Aerial farm photographs provide unique link to the past
The owners of a large archival library of aerial farm photographs dating back to 1953 have been visiting communities across southern Saskatchewan since early October to sell reprints to anyone with a connection to a farm in the area.
Kim Bessette and Eileen Deringer of Calgary based Homestead Aerial Photo set up their display in the Swift Current Mall on Oct. 3 and 4.
They spent the Thanksgiving weekend on a farm south of the city and then headed to Estevan for two days.
They will be in southeast Saskatchewan for the rest of the trip, which will conclude on Oct. 19.
“What we're going to do is set up in different towns and we bring our archive or library out of the office,” Bessette said. “So we have to physically pack everything up. We've got probably about 50,000 pictures with us of farms throughout southern Saskatchewan, right from the Alberta border to Manitoba, actually into Manitoba a little bit. We brought about as far north as north of the Trans-Canada on the eastern part of the province and then north of Regina and then around here in Swift Current we brought right up to Kindersley.”
This is only a small portion of the entire collection. In total there are about 1.5 million aerial farm photographs that were taken across western Canada from 1953 to 2001. The dates vary between provinces, for example 1953 to 2001 for Alberta, but 1954 to 2000 for Saskatchewan and 1956 to 1994 for Manitoba.
The photographs for the Peace River district in British Columbia cover the period 1955 to 2000 and for the rest of that province there are images taken from 1970 to 1999, but there are no photographs for Vancouver Island.
The collection includes photographs taken on Prince Edward from the 1960s to 1975 and others are from some areas of Ontario, New Brunswick and Nova Scotia.
They have previously displayed images from this collection at different venues, but this is the first time that they are doing such an extensive trip to different communities.
“These photos have been around for a while,” he said. “Some people have seen them displayed before, but we found that when we put this entire library together a lot of the photos were missing. So we've been working really hard to replace a lot of material and people are finding a lot of pictures that they thought never existed. So it's a big undertaking and then we physically have to bring the photos. It's not a digitized library. We wish it was, but we bring the actual physical proofs and in that way you can find your farm.”
According to Bessette this is the most extensive and complete collection of aerial photographs in the country.
“There are photo libraries around,” he said. “Certain companies have bits and pieces of areas that they've photographed, but a lot of companies don't keep those stock as long as we have and some companies will focus let's say on Saskatchewan or concentrate on southern Alberta, where this is covering all the provinces going back this many decades. This is the largest archival library that's complete.”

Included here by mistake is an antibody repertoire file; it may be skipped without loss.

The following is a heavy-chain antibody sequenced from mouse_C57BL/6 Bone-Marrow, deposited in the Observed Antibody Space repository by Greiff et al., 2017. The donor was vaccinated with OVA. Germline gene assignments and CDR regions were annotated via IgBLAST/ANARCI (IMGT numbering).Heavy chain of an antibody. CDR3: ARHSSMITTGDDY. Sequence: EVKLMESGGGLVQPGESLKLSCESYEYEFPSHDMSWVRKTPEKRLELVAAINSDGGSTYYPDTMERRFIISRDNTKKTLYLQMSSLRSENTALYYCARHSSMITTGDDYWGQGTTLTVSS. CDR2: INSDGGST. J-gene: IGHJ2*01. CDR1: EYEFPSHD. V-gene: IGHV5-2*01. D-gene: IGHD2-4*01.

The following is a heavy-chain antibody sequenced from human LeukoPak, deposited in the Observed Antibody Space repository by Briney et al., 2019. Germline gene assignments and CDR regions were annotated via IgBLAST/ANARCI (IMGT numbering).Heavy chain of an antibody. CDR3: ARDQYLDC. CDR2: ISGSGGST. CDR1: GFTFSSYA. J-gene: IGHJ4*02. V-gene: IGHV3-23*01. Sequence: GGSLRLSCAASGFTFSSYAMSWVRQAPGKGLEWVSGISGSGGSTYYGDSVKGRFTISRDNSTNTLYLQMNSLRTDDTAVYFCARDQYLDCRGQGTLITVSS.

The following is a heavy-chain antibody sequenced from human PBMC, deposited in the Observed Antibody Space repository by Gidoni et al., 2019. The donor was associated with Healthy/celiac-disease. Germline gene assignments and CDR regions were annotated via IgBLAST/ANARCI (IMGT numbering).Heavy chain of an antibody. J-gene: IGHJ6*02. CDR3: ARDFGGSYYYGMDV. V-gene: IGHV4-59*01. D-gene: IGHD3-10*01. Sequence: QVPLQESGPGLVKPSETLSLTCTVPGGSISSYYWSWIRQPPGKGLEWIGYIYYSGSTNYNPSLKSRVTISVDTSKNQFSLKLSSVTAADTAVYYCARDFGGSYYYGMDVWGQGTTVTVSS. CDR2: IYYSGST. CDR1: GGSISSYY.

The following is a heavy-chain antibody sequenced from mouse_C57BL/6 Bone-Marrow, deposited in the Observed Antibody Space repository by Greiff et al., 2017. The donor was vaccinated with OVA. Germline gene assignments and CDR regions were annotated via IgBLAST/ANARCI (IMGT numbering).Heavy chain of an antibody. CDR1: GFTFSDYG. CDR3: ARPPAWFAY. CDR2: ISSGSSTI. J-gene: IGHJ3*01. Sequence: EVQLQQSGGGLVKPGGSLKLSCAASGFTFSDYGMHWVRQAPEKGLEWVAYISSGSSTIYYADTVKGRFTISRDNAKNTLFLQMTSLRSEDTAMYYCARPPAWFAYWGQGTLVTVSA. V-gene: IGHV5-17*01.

These images were originally taken by a business in Edmonton. They took aerial photographs of farms during the summer and then visited farms to sell it to interested landowners.
“The numbers are anywhere from 8,000 to 10,000 farms in the summer time, starting back in 1953,” he said. “Everything was shot on speculation. ... They took a chance that people would want pictures of the farm, photograph it, and then they would have sales. People would go farm to farm throughout the winter and try and sell the pictures.”
That company's owner retired in 1993, when Bessette and Deringer purchased the collection. They have added images to the archives, but they will only do it when a client makes a booking for an aerial photograph.
They will use an aerial drone to provide a client with a custom package of images. The original photographs were taken from a high-wing aircraft, which provided the photographer with a clear view of the land.
“We've got photographs in the office of different models that they used,” Bessette said. “Originally I think he flew a Super Cub and then pretty much anything that was an overhead wing, because you're trying to take photos, so you can't shoot with an underwing.”
There are now more flight restrictions in place than when the former company started to take aerial photographs in the 1950s. They flew very low to get detailed images of farmyards and homesteads.
“We've got photos where you can see the shadow of a plane on the barn,” he said. “So they came in low and tight.”
People are interested in these photograph for a variety of reasons and their display in the Swift Current Mall received a lot of visitors.
“It will make awesome Christmas presents, memory keepsakes,” he said. “One guy found a picture of his dad standing in the door with the pickup, waving at the plane.”
In many cases people have a connection to a certain farm or they want to know more about the history of their farm. These images can provide them with details about a farm when their grandparents were still farming or when it was farmed by a previous landowner.
These photographs also have a broader historical value, because some of them depict other structures such as rural gas stations, country schools and churches.
“We get requests lots of times for water drainage and land remediation,” he said. “Sometimes we get contacted to see the accurate records of what the land was like 20, 30, 40 or 50 years ago. It helps to solve disputes, so we get requests of that once in a while.”
For more information about this archive of aerial farm photographs, visit the Homestead Aerial Photo website at www.homesteadaerial.com
Kim Bessette (at left) and Eileen Deringer of Homestead Aerial Photo show aerial farm photographs during their visit to Swift Current, Oct. 4.